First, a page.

Hypertension- The Silent Killer

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My final year project was on, The effects of Onion, Leek, and Ginger on Atherosclerosis” and I got to understand the effects of high blood pressure on the well-being of humans. Because of diet, lifestyle, and other factors, hypertension and strokes have become quite common.

Then it was something that old men had in their 60s or maybe in their 50s; now, unfortunately, we’re seeing it more prevalent in men in their 30s and 40s and sometimes in their 20s due to the consumption of energy drinks, and in more cases with women.

Cardiovascular diseases (CVD) are on the rise in Nigeria, with heart failure, cardiomyopathies, rheumatic heart disease, and coronary artery disease being the most prevalent.

According to the President of the Nigerian Cardiac Society, about a third of Nigerian adults are living with high blood pressure, and this can go up to 40% in some parts of Nigeria. Hypertension is the main risk factor for CVD.

Hypertension, also known as high blood pressure, can be caused by a variety of factors, including:

Genetics: High blood pressure can be inherited from parents or other family members. There may be certain genetic factors that increase the risk of developing hypertension.

Lifestyle factors: Unhealthy habits like a sedentary lifestyle, excessive alcohol consumption, smoking, and a diet high in salt, saturated fats, and processed foods can increase the risk of hypertension.

Obesity: Being overweight or obese can put extra strain on the heart and blood vessels, leading to high blood pressure.

Age: Blood pressure tends to increase with age as arteries become stiffer and less elastic.

Stress: Chronic stress can contribute to high blood pressure by increasing the heart rate and constricting blood vessels.

Chronic conditions: Certain chronic conditions such as kidney disease, diabetes, and sleep apnea can contribute to high blood pressure.

Medications: Certain medications, such as birth control pills, decongestants, and nonsteroidal anti-inflammatory drugs (NSAIDs), can raise blood pressure.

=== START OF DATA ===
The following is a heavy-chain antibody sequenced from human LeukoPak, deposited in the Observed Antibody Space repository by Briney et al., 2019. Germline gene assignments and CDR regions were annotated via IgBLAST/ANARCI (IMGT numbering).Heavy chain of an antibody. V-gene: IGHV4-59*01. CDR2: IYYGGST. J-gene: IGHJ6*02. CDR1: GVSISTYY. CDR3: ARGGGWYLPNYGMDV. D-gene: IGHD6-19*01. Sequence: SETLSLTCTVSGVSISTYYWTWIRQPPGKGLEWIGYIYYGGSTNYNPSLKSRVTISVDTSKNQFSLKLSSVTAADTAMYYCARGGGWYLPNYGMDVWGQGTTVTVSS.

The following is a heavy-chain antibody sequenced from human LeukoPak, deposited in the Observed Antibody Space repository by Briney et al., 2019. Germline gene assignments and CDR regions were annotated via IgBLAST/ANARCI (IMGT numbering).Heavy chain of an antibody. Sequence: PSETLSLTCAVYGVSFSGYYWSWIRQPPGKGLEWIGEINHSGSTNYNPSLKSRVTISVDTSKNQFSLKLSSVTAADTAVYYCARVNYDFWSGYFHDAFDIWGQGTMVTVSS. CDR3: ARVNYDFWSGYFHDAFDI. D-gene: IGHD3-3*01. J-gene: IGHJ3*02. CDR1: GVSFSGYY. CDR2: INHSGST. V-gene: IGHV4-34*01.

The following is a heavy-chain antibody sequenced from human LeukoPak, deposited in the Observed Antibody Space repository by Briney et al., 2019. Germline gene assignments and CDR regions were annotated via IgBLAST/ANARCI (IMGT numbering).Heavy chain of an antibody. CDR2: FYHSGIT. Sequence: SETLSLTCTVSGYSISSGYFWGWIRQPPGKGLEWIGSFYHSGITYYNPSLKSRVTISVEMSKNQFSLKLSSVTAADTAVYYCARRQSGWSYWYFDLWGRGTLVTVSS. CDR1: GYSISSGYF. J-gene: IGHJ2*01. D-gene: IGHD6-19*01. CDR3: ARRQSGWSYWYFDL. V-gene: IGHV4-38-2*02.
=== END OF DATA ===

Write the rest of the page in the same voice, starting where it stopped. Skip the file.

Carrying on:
To avoid hypertension (high blood pressure), it’s important to adopt healthy lifestyle habits. Here are some of the best habits to help prevent or manage hypertension:

Maintain a Healthy Weight: Excess weight puts strain on the heart and increases the risk of high blood pressure. Aim for a healthy body weight by following a balanced diet and engaging in regular physical activity.

Follow a Balanced Diet: Consume a diet rich in fruits, vegetables, whole grains, lean proteins, and low-fat dairy products. Reduce your intake of saturated fats, trans fats, cholesterol, sodium (salt), and added sugars. The Dietary Approaches to Stop Hypertension (DASH) diet is particularly recommended for lowering blood pressure.

Limit Sodium Intake: Excess sodium can contribute to high blood pressure. Limit your consumption of processed and packaged foods, as they often contain high amounts of sodium. Opt for fresh, whole foods, and season meals with herbs and spices instead of salt.

Exercise regularly: Engage in moderate aerobic exercise, such as brisk walking, swimming, or cycling, for at least 150 minutes per week. Regular physical activity helps to lower blood pressure, improve cardiovascular health, and maintain a healthy weight.

Limit Alcohol Consumption: Excessive alcohol consumption can raise blood pressure. Men should limit themselves to two standard drinks per day, and women should have no more than one standard drink per day.

Quit smoking. Smoking damages blood vessels and increases the risk of hypertension and other cardiovascular diseases. Quitting smoking has numerous health benefits, including reducing blood pressure.

Manage stress: Chronic stress can contribute to high blood pressure. Find healthy ways to manage stress, such as practising relaxation techniques, engaging in hobbies, spending time with loved ones, or seeking professional help if needed.

Get Sufficient Sleep: Aim for 7-8 hours of quality sleep each night. Poor sleep or sleep deprivation can contribute to hypertension. Establish a regular sleep routine and create a comfortable sleeping environment.

Limit Caffeine Intake: While the relationship between caffeine and blood pressure is not fully understood, it is advisable to limit caffeine consumption, especially if you are sensitive to its effects.

Monitor Your Blood Pressure: Regularly check your blood pressure and keep track of the readings. This will help you identify any changes and take appropriate action.

Remember to consult with your healthcare provider for personalized advice on managing and preventing hypertension, especially if you have existing medical conditions or are taking medications.

As for the results of my project, it was positive that a diet rich in onions and garlic can help bring down blood pressure, and that’s something to think about as another one of the solutions to hypertension.

High blood pressure is often called the silent killer because Most of the time, hypertension has no obvious symptoms to indicate that something is wrong. The best ways to protect yourself are by being aware of the risks and making changes that matter.

Most pharmacies have a blood pressure monitor machine that you can use for free; most hospitals check your blood pressure as part of their routine; and portable blood pressure machines are becoming more commonplace and affordable.

OVIGHO RICHARD OKOJEVOH-CIEH.SMC.PMP. is a Scrum Master Certified, Project Management & HSE Professional, and the Executive Secretary of the Society for Health, Safety, and Environmental Education